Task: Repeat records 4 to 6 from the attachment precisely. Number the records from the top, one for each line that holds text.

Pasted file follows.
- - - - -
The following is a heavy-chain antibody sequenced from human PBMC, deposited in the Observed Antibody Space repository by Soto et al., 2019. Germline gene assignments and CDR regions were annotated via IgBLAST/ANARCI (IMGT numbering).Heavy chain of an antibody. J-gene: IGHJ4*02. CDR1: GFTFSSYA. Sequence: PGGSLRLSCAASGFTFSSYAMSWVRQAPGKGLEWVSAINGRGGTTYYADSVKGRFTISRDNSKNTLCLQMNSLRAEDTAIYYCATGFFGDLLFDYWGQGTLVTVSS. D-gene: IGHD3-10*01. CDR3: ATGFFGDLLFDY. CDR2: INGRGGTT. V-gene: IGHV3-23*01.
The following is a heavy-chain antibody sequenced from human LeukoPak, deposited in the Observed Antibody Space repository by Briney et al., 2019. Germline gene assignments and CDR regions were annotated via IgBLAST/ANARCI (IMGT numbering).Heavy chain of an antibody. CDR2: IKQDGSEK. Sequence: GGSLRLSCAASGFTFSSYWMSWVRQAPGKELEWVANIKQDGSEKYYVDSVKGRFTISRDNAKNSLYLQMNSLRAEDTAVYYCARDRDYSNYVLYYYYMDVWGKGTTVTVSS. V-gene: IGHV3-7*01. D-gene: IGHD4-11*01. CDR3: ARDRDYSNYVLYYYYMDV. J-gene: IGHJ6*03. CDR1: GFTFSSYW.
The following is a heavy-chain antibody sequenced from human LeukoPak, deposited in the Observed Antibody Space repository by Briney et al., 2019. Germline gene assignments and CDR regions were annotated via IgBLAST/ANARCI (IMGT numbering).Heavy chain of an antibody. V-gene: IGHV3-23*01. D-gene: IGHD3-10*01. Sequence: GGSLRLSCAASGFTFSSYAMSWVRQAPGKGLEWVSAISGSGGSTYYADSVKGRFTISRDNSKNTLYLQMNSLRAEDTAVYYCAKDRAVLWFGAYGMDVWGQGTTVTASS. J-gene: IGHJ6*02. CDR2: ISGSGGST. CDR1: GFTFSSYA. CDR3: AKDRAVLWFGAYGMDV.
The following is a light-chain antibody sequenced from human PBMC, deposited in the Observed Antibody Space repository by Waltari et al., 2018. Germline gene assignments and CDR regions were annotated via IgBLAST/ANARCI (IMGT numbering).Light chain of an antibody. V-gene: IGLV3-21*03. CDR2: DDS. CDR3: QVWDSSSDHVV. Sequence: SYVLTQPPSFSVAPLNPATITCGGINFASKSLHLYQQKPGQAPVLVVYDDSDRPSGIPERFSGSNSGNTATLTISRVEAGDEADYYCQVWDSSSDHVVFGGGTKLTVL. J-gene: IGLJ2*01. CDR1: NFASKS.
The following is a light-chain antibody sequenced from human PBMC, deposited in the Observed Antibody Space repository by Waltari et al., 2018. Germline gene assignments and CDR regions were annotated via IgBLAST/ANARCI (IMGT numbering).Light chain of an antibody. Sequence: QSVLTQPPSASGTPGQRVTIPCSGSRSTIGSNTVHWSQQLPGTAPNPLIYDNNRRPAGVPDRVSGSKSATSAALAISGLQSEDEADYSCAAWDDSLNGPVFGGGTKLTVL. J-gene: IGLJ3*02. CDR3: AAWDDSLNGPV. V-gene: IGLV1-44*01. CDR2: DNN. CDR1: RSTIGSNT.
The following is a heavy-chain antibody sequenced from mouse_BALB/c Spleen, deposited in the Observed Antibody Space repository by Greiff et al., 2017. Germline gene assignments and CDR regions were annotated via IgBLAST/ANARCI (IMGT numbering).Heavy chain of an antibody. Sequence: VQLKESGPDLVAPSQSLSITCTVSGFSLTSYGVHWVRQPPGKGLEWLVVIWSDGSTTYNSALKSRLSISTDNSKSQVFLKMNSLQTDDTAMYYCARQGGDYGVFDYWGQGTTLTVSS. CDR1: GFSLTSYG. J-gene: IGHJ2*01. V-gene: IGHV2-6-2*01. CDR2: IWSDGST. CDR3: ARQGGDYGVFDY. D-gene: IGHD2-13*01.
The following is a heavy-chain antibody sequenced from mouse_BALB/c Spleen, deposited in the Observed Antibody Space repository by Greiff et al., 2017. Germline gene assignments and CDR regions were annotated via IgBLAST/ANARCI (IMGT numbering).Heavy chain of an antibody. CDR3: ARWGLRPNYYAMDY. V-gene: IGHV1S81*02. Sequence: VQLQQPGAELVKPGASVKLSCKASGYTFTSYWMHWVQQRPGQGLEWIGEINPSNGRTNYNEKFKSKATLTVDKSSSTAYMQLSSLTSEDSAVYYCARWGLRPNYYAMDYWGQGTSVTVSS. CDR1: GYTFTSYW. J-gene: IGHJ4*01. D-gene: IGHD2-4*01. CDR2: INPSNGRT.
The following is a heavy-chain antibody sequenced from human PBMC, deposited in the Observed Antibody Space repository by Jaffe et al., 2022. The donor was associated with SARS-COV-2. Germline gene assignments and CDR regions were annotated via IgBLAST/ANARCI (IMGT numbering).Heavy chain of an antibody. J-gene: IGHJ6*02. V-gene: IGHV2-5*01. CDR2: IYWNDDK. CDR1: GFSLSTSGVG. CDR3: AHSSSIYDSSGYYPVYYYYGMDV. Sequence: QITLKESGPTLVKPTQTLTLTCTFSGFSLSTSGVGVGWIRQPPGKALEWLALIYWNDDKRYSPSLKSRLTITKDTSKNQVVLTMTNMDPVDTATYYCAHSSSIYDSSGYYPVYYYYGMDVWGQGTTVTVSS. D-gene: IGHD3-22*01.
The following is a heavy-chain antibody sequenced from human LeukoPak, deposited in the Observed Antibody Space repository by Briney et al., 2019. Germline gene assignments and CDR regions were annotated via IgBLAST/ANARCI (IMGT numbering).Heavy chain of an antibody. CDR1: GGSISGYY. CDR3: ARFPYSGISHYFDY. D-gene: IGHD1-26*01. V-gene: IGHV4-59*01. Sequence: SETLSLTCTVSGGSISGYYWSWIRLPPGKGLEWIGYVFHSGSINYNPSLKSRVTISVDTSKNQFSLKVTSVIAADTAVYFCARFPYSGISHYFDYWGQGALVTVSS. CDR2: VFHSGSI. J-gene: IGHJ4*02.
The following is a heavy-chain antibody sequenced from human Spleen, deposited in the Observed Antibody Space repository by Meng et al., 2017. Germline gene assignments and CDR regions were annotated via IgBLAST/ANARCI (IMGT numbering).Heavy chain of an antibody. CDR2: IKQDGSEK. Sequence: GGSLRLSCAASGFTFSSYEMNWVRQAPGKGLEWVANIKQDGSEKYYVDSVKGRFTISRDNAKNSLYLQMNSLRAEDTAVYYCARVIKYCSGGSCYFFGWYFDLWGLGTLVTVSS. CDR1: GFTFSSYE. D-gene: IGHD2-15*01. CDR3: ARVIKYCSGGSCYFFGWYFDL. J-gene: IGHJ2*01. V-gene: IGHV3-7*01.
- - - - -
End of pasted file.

The following is a light-chain antibody sequenced from human PBMC, deposited in the Observed Antibody Space repository by Waltari et al., 2018. Germline gene assignments and CDR regions were annotated via IgBLAST/ANARCI (IMGT numbering).Light chain of an antibody. V-gene: IGLV3-21*03. CDR2: DDS. CDR3: QVWDSSSDHVV. Sequence: SYVLTQPPSFSVAPLNPATITCGGINFASKSLHLYQQKPGQAPVLVVYDDSDRPSGIPERFSGSNSGNTATLTISRVEAGDEADYYCQVWDSSSDHVVFGGGTKLTVL. J-gene: IGLJ2*01. CDR1: NFASKS.
The following is a light-chain antibody sequenced from human PBMC, deposited in the Observed Antibody Space repository by Waltari et al., 2018. Germline gene assignments and CDR regions were annotated via IgBLAST/ANARCI (IMGT numbering).Light chain of an antibody. Sequence: QSVLTQPPSASGTPGQRVTIPCSGSRSTIGSNTVHWSQQLPGTAPNPLIYDNNRRPAGVPDRVSGSKSATSAALAISGLQSEDEADYSCAAWDDSLNGPVFGGGTKLTVL. J-gene: IGLJ3*02. CDR3: AAWDDSLNGPV. V-gene: IGLV1-44*01. CDR2: DNN. CDR1: RSTIGSNT.
The following is a heavy-chain antibody sequenced from mouse_BALB/c Spleen, deposited in the Observed Antibody Space repository by Greiff et al., 2017. Germline gene assignments and CDR regions were annotated via IgBLAST/ANARCI (IMGT numbering).Heavy chain of an antibody. Sequence: VQLKESGPDLVAPSQSLSITCTVSGFSLTSYGVHWVRQPPGKGLEWLVVIWSDGSTTYNSALKSRLSISTDNSKSQVFLKMNSLQTDDTAMYYCARQGGDYGVFDYWGQGTTLTVSS. CDR1: GFSLTSYG. J-gene: IGHJ2*01. V-gene: IGHV2-6-2*01. CDR2: IWSDGST. CDR3: ARQGGDYGVFDY. D-gene: IGHD2-13*01.